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Burkini : when France is threatened by swimwear
France has recently made the headlines. Sadly, it was not for the right reasons. Over the last month, more than 30 French towns have banned the burkini on their beaches. Many people were shocked by this decision. What has happened to trigger such a fierce debate?
What is burkini?
The name of this swimwear comes from the mix between “burqa” and ‘bikini”. It was originally made for Muslim women who want to bathe. The burkini covers the whole body except the face, hands and feet. Aheda Zanetti is Australian and she is the creator of this swimwear. She initially designed it “to give women freedom, not to take it away”. She feels sad when thinking about the debate raging in France about her burkini. “It symbolises leisure and happiness and fun and fitness and health”, she claimed, “and now they are demanding women get off the beach and back into their kitchens?”
Why is there such a debate?
Many people had never heard about the burkini before 28 July, when the mayor of Cannes David Lisnard passed a local by-law banning “beachwear ostentatiously showing a religious affiliation.” Soon after, about 30 French town did the same. The by-laws never mention the burkini, but it is obvious that it is the target. The newspaper Nice Matin has called David Lisnard, who said he has “not banned the Muslim headscarf, the kippah, nor the crucifix, I have just banned something which is the symbol of Islamic extremism.”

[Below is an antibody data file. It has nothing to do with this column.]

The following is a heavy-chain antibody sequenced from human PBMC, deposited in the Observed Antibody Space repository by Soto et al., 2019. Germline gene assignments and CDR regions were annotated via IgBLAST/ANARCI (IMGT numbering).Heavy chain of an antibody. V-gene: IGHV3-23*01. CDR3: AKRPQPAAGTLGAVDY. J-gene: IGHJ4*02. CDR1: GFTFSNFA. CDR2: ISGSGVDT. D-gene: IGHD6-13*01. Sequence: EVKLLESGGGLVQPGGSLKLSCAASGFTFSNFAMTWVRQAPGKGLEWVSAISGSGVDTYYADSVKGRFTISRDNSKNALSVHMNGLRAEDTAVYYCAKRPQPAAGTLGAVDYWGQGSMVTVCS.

Oh, we didn’t know that only extremists liked to bathe in a burkini…
But David Lisnard was not the first one to ban the swimwear. It has been prohibited in Mandelieu-la-Napoule since 2014, but this has been unnoticed until now.
However, women still wear this outfit that “threatens” our country and are fined €38 (£32) if they are found wearing it on the beach.
Ever since the debate started, the Organisation against Islamophobia in France (CCIF) has been fighting against the ban, which is “a serious infringement to freedom of religious expression.” Sarah is a lawyer for the CCIF. She told me she is “astounded” by the by-laws: “It has worsened the stigmatisation against Muslims, particularly Muslim women”. Mayors explained that they are preserving laicity, but “only the state and civil servants should be religiously neutral, not its citizens who are enjoying time on the beach” she claimed.
The CCIF urges for the by-law to be suspended in the town of Villeneuve-Loubet. The Council of state, the highest French court has voted against the by-law banning the burkini. The Human Rights League was fighting against it with them. The HRL Honorary Chairman, Michel Tubiana, told me that he was ready to go to the European Court of Human Rights if the state council voted in favour of the ban.
Are we not going too far ?
France has been in hight alert since the Charlie Hebdo attacks in January 2015. But are we not going too far to “protect public order”?